Researchers testing a real-life human-to-dolphin translator have reported the first successful use of their technology in the wild, with a bottlenose dolphin pointing out a piece of nearby seaweed to a scientist in the water.
“I was like whoa! We have a match. I was stunned,” Dr Denise Herzing, the director of the Wild Dolphin Project and creator of the device, told the New Scientist.
Known as the Cetacean Hearing and Telemetry device (Chat), the translator uses a pair of hydrophones (underwater microphones) to capture the range of clicks and whistles made by dolphins.
Rather than directly ‘translating’ these vocalisations into human speech, Dr Herzing has been teaching the dolphins a limited vocabulary defined by humans. This helps to simplify the massive range of noises made by dolphins, who produce sounds at frequencies up to 200 kilohertz – roughly 10 times higher than humans can hear.
Dolphins, who are highly social animals capable of tool-use and self-recognition in the mirror, use signature whistles to refer to individuals within a pod and echolocation clicks as sonar, bouncing sounds off their environment as a hunting aid.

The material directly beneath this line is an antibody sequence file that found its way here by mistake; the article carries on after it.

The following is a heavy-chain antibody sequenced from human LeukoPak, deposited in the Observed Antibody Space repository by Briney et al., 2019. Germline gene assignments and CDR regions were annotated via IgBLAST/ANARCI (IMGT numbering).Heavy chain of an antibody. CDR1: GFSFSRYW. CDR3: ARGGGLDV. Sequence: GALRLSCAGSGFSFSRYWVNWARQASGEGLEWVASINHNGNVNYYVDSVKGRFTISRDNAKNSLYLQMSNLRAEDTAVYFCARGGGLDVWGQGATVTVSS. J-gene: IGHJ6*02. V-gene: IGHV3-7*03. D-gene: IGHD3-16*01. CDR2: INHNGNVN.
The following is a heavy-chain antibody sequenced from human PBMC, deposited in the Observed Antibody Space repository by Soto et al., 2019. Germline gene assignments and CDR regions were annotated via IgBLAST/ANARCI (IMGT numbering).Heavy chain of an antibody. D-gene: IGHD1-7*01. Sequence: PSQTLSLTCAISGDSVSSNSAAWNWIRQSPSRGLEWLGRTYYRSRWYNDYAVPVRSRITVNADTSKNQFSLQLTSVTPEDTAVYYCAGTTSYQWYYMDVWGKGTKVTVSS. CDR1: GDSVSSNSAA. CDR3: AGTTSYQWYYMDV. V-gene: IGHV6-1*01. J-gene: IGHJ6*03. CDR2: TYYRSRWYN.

Dr Herzing has developed eight “words” that use dolphin-like vocalizations to refer to elements of the animals’ environment such as ‘seaweed’ and ‘bow wave ride’ (when a dolphin rides the wave created by a boat).
In her breakthrough moment with a pod she has studied for the last 25 years a dolphin made the unique whistle associated with ‘sargassum’, a type of seaweed. However, no one can say whether the dolphin was actively pointing out the vegetation, and the word has only been heard once.
Dr Herzing will be collaborating with Thad Starner, an artificial intelligence expert from the Georgia Institute of Technology in Atlanta, to develop Chat, with the pair hoping to eventually begin analysing the sounds made by the dolphins and creating a rough inter-species dictionary.
For more on Dr Herzing's work and the amazing vocalisations the video below: